The Signs, Symptoms, and Stages of Heart Attack
Speaking in all honesty, neither of us expects or anticipates having heart issues, thus making it easy for the majority to ignore some health problems like chest pains or other symptoms. If you’d like to find out more about heart attack, it’s symptoms, causes, and reasons why it’s crucial to seek immediate medical attention when you notice the common signs, read ahead.
Definition of Heart Attack
Heart attack, also known as myocardial infarction, occurs when the blood’s flow to an individual’s heart gets blocked. In most cases, the blockage is a result of cholesterol or fat buildup or other substances leading to the formation of plague in coronary arteries. Coronary arteries are the blood vessels that supply the heart with oxygen and other requirements needed for its function.
Sometimes, the plague ruptures and turns into a clot that obstructs your heart’s blood flow. When such an interruption occurs, there is a possibility that your heart muscles may get destroyed or damaged. Although heart attacks are fatal, sometimes, getting the right treatment and immediate emergency care services can reduce its fatality. This is why you are advised to call for medical help or visit the closest ER near you if you suspect you are having one. Express ERs is a facility where you can go to during a medical emergency.
- Pressure, pain, or a tightness sensation in the arms or chest
- Sudden dizziness or lightheadedness
- Abdominal pain, heartburn, nausea, or indigestion
- Cold sweat
Not every person who has a heart attack will experience the symptoms. The severity of the symptoms also varies from one individual to another.
Various factors act as contributors to fatty deposit buildup (atherosclerosis), which causes your arteries to become narrow. It is possible to eliminate or improve some of these risk factors for the sake of lowering the chances of experiencing a heart attack. They include:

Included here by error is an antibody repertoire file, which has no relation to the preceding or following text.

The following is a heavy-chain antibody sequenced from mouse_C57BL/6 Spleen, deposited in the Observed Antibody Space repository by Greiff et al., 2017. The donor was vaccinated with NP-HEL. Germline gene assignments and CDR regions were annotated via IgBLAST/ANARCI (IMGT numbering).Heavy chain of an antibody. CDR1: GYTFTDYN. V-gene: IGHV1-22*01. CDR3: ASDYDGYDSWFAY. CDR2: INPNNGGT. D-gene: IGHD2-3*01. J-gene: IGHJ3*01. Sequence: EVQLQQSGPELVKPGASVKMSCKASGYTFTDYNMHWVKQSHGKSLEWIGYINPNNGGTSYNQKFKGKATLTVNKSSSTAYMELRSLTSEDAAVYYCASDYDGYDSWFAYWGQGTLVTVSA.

- Obesity – Obesity has been linked to high cholesterol levels in blood, hypertension, and diabetes. All these are factors influencing the occurrence of a heart attack.
- Age – Men who are 45 and above years and women aged past 55 years are at a higher risk of developing heart attack than young men or women.
- Stress – There are ways you may respond to stressful factors that may put you at risk of having an attack.
- Diabetes – When your body fails to produce enough insulin or fails to respond to the insulin hormone, it results in the rise of the body’s blood-sugar level, which increases the risk of coronary infarction.
- Auto-immune conditions – Persons with medical conditions like lupus or rheumatoid arthritis are more likely to get heart attacks than those who don’t.
- Lack of body exercise – Failure to exercise regularly results in obesity and high cholesterol levels in the blood. Exercising leads to improved heart health and low blood pressure.
- Use of illicit drugs – Using drugs like amphetamines or cocaine can cause coronary artery spasms. When it occurs, the arteries become narrow, interfering with the heart’s blood flow, causing a heart attack.
- Tobacco – Smoking tobacco and its products, as well as exposure to secondhand cigarette smoke for a long time, puts you at risk.
- Hypertension – Over time, hypertension may damage your heart’s arteries raising your risk.
- Metabolic syndrome – This is syndrome is associated with obesity, high blood-sugar, and hypertension. Someone with metabolic syndrome is twice more likely to get heart disease than one who doesn’t.
The Different Heart Attack Stages
Heart attack can occur in either one of its four stages. These four stages are:
- Stable angina – In this stage, your blood vessels are open but not as open as they are supposed to be. One is likely to experience symptoms when they engage in long periods of energy-consuming activities like climbing multiple staircases because there is insufficient blood flow to the heart to sustain such activities.
- Unstable angina – During this stage, the symptoms will occur more often, even when the individual’s physical activity is low since both the blockage and plague are growing.
- Heart attack caused by a partial blockage – Although there is a partial blockage of blood flow, heart attacks of this kind can lead to heart damage.
- Full heart-attack/complete blockage – When blood vessels are completely blocked, it means there is no blood flowing to your heart. When this occurs, pain becomes constant, severe symptoms manifest, and death may occur if one isn’t rushed to an emergency room in time.